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Docker – The rest of the stack commands

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Now, let’s take a quick look at our other stack-related commands through the lens of the swarm where we deployed our voteapp¬†stack. First up, we have the list stacks command: docker stack ls. Giving that a try looks like this:

# List the stacks deployed in a swarm
docker stack ls

Here is what it looks like in the example environment:

This is showing that we have one stack named voteapp currently deployed, and that it is composed of six services and is using swarm mode for its orchestration. Knowing the name of a deploy stack allows us to gather more information about it using the other stack commands. Next up is the list stack tasks command. Let’s give this command a try in our example environment:

# List the tasks for our voteapp stack filtered by desried state
docker stack ps voteapp --filter desired-state=running

Here are the results in my environment right now; yours should look very similar:

Now, we will have a look at the stack services command. This command will give us a nice summary of the services that are deployed as part of our stack application. The command looks like this:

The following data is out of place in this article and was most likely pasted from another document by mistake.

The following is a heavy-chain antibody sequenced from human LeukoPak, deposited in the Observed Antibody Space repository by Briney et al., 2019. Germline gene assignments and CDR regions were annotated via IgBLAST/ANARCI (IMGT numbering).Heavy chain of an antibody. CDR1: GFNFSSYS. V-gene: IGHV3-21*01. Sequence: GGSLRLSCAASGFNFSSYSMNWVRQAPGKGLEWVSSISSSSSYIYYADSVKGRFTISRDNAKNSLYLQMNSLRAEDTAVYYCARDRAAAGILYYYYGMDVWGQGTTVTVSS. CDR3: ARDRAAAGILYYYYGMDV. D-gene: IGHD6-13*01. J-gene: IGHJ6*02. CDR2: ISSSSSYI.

# Look at the services associated with a deployed stack
docker stack services voteapp

This is what we see in the example environment:

This command provides some very useful information. We can quickly see the names of our services, the number of replicas desired, and the actual number of replicas for each service. We can see the image used to deploy each service, and we can see the port mapping used for each service. Here, we can see the visualizer service is using port 8080, as we mentioned earlier. We can also see that our vote service is exposed on port 5000 of our swarm hosts. Let’s have a look at what we are presenting in our voteapp by browsing to port 5000 (on any node in the swarm) now:

Are you a dog person or a cat person? You can express yourself by voting in your own voteapp! Cast your vote and then use the data in the stack service command to see the results of the vote by browsing to port 5001:

Yes, I am a dog person. There is one final stack command: the remove command. We can quickly and easily take down an application deployed with the stack deploy command by issuing the rm command. Here is what that looks like:

# Remove a deploy stack using the rm command
docker stack rm voteapp

Now you see it, now you don’t:

You should notice that there was none of the are you sure? hand-holding, so be very sure and very careful before pressing Enter on this command. Let’s close out the discussion on Docker stacks with a quick look at the best practices for scaling or restacking an application deployed as a Docker stack.

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